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    wet hands is a safety hazard while running any experiment or operating any equipment that uses electricity

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    Preventing Electrical Hazards

    Preventing Electrical Hazards

    Common Electrical Hazards and Preventable Steps

    The major hazards associated with electricity are electrical shock and fire. Electrical shock occurs when the body becomes part of the electric circuit, either when an individual comes in contact with both wires of an electrical circuit, one wire of an energized circuit and the ground, or a metallic part that has become energized by contact with an electrical conductor.

    The severity and effects of an electrical shock depend on a number of factors, such as the pathway through the body, the amount of current, the length of time of the exposure, and whether the skin is wet or dry. Water is a great conductor of electricity, allowing current to flow more easily in wet conditions and through wet skin. The effect of the shock may range from a slight tingle to severe burns to cardiac arrest. Table 10.1 shows the general relationship between the degree of injury and amount of current for a 60-cycle hand-to-foot path of one second's duration of shock. While reading this chart, keep in mind that most electrical circuits can provide, under normal conditions, up to 20,000 milliamperes of current flow.

    Table 10.1 Body Reactions Under Effect of Electrical CurrentCurrentReaction

    1 Milliampere Perception level 5 Milliamperes

    Slight shock felt; not painful but disturbing

    6-30 Milliamperes

    Painful shock; "let-go" range

    50-150 Milliamperes

    Extreme pain, respiratory arrest, severe muscular contraction

    1000-4,300 Milliamperes

    Ventricular fibrillation

    10,000+ Milliamperes

    Cardiac arrest, severe burns and probable death

    Adopted from Princeton University Environmental Health and Safety Handbook

    In addition to the electrical shock hazards, sparks from electrical equipment can serve as an ignition source for flammableor explosivevapors or combustible materials.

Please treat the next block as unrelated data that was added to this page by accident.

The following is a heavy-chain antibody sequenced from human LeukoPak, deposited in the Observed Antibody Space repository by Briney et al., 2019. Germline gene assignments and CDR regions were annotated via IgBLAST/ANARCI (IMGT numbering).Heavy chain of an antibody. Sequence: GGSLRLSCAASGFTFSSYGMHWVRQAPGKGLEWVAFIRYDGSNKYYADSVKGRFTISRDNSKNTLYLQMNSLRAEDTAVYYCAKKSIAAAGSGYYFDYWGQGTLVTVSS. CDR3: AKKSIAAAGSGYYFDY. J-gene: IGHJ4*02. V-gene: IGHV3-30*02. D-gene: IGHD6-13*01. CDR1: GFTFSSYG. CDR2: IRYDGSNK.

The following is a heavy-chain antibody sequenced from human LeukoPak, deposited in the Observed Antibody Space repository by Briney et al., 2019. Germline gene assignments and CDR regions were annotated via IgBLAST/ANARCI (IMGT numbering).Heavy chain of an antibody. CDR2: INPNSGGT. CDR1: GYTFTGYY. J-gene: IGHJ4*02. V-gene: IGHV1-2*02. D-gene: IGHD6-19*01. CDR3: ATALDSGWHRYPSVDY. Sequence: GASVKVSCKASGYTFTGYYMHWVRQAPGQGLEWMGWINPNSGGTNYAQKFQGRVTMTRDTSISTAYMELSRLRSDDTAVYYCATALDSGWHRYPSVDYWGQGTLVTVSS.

Loss of electrical power can create hazardous situations. Flammable or toxic vapors may be released as a chemical warms when a refrigerator or freezer fails. Fume hoods may cease to operate, allowing vapors to be released into the laboratory. If magnetic or mechanical stirrers fail to operate, safe mixing of reagents may be compromised.

    Electric shock

    Electric shock is another hazard common to many pieces of laboratory equipment. Any electrically powered item of laboratory equipment which is subject to spillage of chemicals or water, or exhibit signs of excessive wear should be used carefully.

    Electrical shocks occur when the electrical circuit completed by the part of human body. One way this can occur is by contacting a metallic part of a piece of equipment that has become energized by contact with an electrical conductor. The severity of the electrical shock depends on the following:

    The amount of the current (given as a list above)

    The pathway through the body

    The duration of the exposure

    Whether the skin is wet or dry

    A victim of electrical shock could be knocked unconscious. If the victim is still in contact with the live power source, turn off the live source or press the emergency power cut off button before administering aid. Do not touch anyone that is still in contact with a live power source, as you could be electrocuted as well